Spills associated with the proposed Project that enter the environment are expected to be rare and relatively small. Industry standards and practices (including the 57 Project-specific Special Conditions developed by PHMSA) provide a level of protection above that of other pipeline systems in existence. Modeling shows that, exclusive of topography and groundwater flow, large spills (20,000 barrels) could spread up to 1,214 feet on the ground surface or on the water table, and up to 1,050 feet dissolved in groundwater. Spills reaching surface water could be transported greater distances.

Response was swift on twitter:

According to the introductory letter accompanying the draft (emphasis added):

Once the Draft SEIS is noticed in the Federal Register, a 45-day comment period will begin. As part of the Department's process, members of the public, public agencies, and other interested parties are encouraged to submit comments, questions, and concerns about the project via e-mail to, at, or mailed to:

U.S. Department of State

Attn: Genevieve Walker, NEPA Coordinator

2201 C Street NW, Room 2726

Washington, D.C. 20520

After the end of the public comment period, the Department will prepare a Final SEIS.

Ultimately, a determination will be made on whether this project serves the national interest. The national interest determination will involve consideration of many factors, including: energy security; environmental, cultural, and economic impacts; foreign policy; and compliance with relevant federal regulations. As directed by Executive Order 13337, before making such a decision, the Department will also request the views of several agencies and officials, including: the Departments of Defense, Justice, Interior, Commerce, Transportation, Energy, Homeland Security, and the Environmental Protection Agency.

Though the EIS does not necessarily dictate whether or not President Obama will approve the project, its content will be a vital piece of information in signaling the direction the administration is heading. If favorable to the pipeline, fossil fuel industry lobbyists will call mark it as a victory.

But, in anticipation of the release, the environmental group, which just two weeks ago led tens of thousands of people in a march against the pipeline in Washington, tweeted:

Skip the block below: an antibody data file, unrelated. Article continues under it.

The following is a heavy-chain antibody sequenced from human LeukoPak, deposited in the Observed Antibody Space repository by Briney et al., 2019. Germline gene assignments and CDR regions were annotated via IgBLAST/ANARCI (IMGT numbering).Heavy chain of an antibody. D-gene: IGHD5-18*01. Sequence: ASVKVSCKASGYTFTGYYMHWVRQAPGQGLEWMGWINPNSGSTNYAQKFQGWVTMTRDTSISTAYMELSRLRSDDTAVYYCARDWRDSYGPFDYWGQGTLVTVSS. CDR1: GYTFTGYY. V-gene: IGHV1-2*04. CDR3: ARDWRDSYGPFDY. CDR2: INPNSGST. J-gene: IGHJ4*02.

As details of the report's content become clear, the DeSmogBlog will be liveblogging the release here.

The timing of the draft assessment's release, however, speaks volumes. As DeSmog's Kevin Grandia notes:

[Releasing the EIS] late on a Friday - very typical when someone wants to put out bad news. This White House has used the tactic a lot. Another thing to note is that this isn't just any Friday afternoon, it is also the day final day to reach a sequester deal in Congress. All eyes in the media are focused on that!

Ahead of the release, the Canadian Press, citing a source at, reported that the EIS "acknowledges that Alberta's oilsands are carbon-intensive" it also "apparently makes clear that all modes of transportation are risky and the pipeline itself isn't any more of a threat to the environment."

If true, such an "analysis would mean that Calgary-based TransCanada has cleared a significant hurdle in its marathon bid to win approval for Keystone XL from the Obama administration."

Earlier today, Connie Hedegaard, the European Union's climate commissioner made headlines by urging President Obama to take a leadership role in the fight against climate change by rejecting the pipeline project.

"If you had a U.S. administration that would avoid doing something that they could do, with the argument that in the time we are living in and with climate change we are faced with, we should not do everything we can do, then it would be a very, very interesting global signal," Hedegaard told reporters.

"We can bail out banks, we can bail out member states, but you cannot bail out climate," she said. "If we just say we must extract all the fossil fuels that we can find in the world, then it's clear that it will not be possible to stay below the 2 degrees."

"Nobody is doing enough," she added. "Europe is not doing enough, the U.S. is not doing enough, China is not doing enough--all of us will have to do more."